Autoren: William A. Organek
A centerpiece of the CARES Act is the Paycheck Protection Program (the PPP), a $350 billion tranche meant to assist small businesses that retain their workforce by providing forgivable loans if certain conditions are met. However, the PPP was not expressly designed for landlords with sizable real estate holdings whose businesses often have small numbers of direct employees. This Alert focuses on:
- CARES Act provisions that can assist landlords;
- Parts of the PPP that might benefit landlords; and
- Certain actions taken outside of the CARES Act (either by state governments or by agencies of the federal government) that may bring financial relief to landlords concerned about their mortgages.
Loans under the Paycheck Protection Program
While much of the media attention surrounding the CARES Act focuses on the PPP, many landlords may be unlikely to qualify for the PPP or may only find limited direct relief through the PPP. Loans made under the PPP are to be made on favorable terms, include a forgivable component, and can be used for payment of items such as interest on debt and rent. However, the metric used to determine the size of a PPP loan can be a limiting factor for landlords. Section 1102 of the CARES Act provides that the maximum amount available under the PPP is equal to the lesser of $10 million or 2.5 times the “average total monthly payments by the applicant for payroll costs incurred during the 1-year period before the date on which the loan is made . . .”.1 Such loans were designed to encourage companies with larger numbers of direct employees to retain their staff in order to mitigate a nationwide unemployment crisis. To further this policy objective, an interim final rule proposed by the Small Business Administration (the SBA) on April 2 clarified that independent contractors do not count as employees for purposes of calculating the size of a PPP loan. Consequently, PPP loans may be more useful for a hotel owner-operator with multiple hotels and scores of direct employees,2 but may not provide much benefit for a real estate company that has a $250 million portfolio managed by a total staff of 10 direct employees.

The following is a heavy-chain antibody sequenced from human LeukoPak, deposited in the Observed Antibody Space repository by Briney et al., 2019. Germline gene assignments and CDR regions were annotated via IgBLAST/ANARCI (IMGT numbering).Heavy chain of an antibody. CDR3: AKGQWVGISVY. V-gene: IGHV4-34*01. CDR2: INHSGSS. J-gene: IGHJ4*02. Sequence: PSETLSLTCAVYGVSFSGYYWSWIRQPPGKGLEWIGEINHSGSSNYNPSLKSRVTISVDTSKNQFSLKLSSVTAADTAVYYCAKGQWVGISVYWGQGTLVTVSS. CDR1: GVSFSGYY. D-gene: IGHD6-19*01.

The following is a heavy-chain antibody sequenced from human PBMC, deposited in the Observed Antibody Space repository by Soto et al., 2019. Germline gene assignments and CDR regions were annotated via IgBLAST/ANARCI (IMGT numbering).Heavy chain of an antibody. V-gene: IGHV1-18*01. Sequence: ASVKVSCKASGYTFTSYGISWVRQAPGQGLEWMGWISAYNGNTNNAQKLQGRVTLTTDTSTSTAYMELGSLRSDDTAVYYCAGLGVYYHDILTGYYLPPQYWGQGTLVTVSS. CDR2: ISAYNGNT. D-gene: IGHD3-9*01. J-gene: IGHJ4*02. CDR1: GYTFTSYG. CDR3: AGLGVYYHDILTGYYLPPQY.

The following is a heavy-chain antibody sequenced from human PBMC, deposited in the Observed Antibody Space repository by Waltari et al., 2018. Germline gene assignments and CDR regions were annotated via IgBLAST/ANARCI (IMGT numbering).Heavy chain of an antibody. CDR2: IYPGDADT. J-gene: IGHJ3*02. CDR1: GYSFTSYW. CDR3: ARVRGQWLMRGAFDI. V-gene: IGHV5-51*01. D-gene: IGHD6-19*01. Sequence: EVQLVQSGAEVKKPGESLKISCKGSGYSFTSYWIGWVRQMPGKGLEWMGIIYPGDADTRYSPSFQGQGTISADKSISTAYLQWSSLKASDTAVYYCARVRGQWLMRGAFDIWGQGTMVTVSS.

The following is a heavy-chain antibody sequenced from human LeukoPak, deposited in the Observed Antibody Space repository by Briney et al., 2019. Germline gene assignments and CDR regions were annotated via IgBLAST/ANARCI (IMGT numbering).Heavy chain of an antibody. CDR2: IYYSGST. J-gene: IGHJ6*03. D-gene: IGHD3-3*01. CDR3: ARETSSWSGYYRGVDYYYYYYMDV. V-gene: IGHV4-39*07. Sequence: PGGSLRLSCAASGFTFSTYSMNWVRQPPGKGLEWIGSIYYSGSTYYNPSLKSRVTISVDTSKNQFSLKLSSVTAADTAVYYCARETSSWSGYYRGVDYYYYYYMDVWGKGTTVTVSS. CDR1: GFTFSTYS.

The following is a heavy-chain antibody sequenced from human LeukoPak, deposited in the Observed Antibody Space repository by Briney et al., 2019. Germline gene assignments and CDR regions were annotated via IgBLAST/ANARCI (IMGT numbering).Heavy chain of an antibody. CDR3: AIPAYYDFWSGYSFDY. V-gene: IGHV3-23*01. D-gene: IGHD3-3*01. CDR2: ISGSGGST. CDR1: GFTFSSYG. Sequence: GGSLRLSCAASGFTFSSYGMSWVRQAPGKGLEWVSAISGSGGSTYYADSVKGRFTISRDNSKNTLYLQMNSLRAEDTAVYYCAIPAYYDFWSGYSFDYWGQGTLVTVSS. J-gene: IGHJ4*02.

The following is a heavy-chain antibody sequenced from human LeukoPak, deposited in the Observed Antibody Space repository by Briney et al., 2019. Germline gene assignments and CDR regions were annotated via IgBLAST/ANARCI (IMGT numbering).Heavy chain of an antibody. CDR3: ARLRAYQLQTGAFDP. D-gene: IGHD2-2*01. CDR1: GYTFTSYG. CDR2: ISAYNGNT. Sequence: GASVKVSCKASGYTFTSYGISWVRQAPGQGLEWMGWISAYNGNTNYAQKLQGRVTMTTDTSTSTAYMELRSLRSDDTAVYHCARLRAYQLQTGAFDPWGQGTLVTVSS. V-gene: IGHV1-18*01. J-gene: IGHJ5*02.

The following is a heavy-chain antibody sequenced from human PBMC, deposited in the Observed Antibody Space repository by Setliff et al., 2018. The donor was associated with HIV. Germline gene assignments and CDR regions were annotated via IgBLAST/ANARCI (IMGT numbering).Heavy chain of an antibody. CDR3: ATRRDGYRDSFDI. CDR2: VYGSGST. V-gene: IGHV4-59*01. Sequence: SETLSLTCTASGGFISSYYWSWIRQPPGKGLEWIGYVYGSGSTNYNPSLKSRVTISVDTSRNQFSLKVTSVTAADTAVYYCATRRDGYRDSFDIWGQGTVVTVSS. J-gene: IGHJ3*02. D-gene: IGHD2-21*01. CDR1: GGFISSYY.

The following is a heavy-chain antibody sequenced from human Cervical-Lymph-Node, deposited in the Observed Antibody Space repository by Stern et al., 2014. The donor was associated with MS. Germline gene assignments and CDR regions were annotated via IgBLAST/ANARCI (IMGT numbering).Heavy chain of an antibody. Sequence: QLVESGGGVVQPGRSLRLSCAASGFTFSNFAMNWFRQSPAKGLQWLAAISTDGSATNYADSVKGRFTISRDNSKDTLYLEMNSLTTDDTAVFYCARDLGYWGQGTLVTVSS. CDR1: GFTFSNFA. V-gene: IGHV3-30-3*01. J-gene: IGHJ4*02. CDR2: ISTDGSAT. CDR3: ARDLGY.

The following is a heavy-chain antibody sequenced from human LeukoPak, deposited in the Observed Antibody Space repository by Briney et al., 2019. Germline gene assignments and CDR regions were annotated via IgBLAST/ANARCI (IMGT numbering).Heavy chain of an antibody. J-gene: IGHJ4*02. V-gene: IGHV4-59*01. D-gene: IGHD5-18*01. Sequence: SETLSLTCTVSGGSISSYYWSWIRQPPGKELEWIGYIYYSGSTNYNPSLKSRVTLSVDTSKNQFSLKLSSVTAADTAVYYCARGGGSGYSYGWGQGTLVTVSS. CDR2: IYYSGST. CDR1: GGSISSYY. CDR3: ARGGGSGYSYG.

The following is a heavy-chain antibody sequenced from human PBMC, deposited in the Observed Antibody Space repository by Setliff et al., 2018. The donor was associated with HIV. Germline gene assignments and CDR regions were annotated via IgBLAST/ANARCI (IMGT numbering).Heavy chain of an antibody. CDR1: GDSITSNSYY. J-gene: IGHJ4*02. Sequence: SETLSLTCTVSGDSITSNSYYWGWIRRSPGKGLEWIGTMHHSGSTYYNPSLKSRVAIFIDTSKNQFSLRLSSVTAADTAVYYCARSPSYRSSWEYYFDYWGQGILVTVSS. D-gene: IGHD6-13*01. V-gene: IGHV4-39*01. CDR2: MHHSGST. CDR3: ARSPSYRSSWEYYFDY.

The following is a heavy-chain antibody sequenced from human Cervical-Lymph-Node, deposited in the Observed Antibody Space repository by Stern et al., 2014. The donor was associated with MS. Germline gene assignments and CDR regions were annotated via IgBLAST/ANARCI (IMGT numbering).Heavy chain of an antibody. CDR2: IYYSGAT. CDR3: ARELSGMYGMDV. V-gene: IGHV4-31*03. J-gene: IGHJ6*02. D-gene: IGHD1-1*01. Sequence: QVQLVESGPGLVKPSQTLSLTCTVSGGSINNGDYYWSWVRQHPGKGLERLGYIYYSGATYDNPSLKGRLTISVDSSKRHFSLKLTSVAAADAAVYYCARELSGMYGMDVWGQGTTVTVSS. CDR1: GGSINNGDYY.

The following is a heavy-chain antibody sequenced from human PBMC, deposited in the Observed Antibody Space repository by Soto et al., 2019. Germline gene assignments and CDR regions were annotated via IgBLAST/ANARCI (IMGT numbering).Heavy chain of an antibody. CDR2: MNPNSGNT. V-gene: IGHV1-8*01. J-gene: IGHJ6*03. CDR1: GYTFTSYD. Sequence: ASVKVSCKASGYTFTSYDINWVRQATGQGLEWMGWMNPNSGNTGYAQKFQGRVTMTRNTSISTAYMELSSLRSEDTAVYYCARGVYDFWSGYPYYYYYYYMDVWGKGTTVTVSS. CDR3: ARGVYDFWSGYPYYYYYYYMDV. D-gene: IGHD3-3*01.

Landlords should also consider that even if a landlord does not directly qualify for aid under the PPP, its tenants may be able to avail themselves of the program. Some landlords have established arrangements with third-party professional service firms to assist their tenants in applying for PPP aid. As PPP funds can be applied by tenants to rent payments, landlords stand to benefit indirectly from increased use of the PPP by tenants.
Loans under the Economic Injury Disaster Loan Program
Landlords are not limited to the PPP in seeking aid under the provisions of the CARES Act. Section 1110 of the CARES Act greatly expands the SBA’s Economic Injury Disaster Loan (EIDL) program, which permits the SBA to provide loans of up to $2 million at a statutorily-capped interest rate of 3.75 percent and a term of up to 30 years.3 Any business with not more than 500 employees can apply for an EIDL, and the CARES Act provides for $10 billion in additional funds to be used for this program.
The CARES Act supercharges the existing EIDL program by:
- Permitting applicants to self-certify their compliance with certain aspects of the program;
- Removing the requirement that a tax return be provided and examined along with an application;
- Removing any requirement that personal guarantees be provided on loans of $200,000 or less; and
- Eliminating the requirement that a business demonstrate that it would be unable to obtain credit elsewhere before turning to the EIDL program.4
Additionally, section 1110 of the CARES Act provides that an applicant can request an advance on an EIDL of up to $10,000, to be disbursed by the SBA within three days after receipt of such a request. Moreover, an applicant “shall not be required to repay any amounts of an advance . . . even if subsequently denied a loan . . .”.5 The CARES Act expressly provides that an EIDL disbursed by the SBA can be used for rent payments, mortgage payments, and payments of other debts. Thus, a hypothetical landlord with few employees but substantial real property holdings can benefit significantly from an EIDL and receive a forgivable cash infusion to stave off an immediate shortfall, regardless of the size of its direct payroll.
The PPP and EIDL programs represent the two largest efforts undertaken by Congress to date that can directly impact landlords. However, they are not the only options available. Federal agencies, states, and localities have taken additional legislative, executive, and regulatory actions which can benefit landlords. While this regulatory landscape remains fluid and is subject to further change, several notable regulatory actions taken by the government housing financing agencies and the New York Department of Financial Services merit attention, as they are likely to have a broad impact on landlords nationwide.
Federal and State Regulatory Actions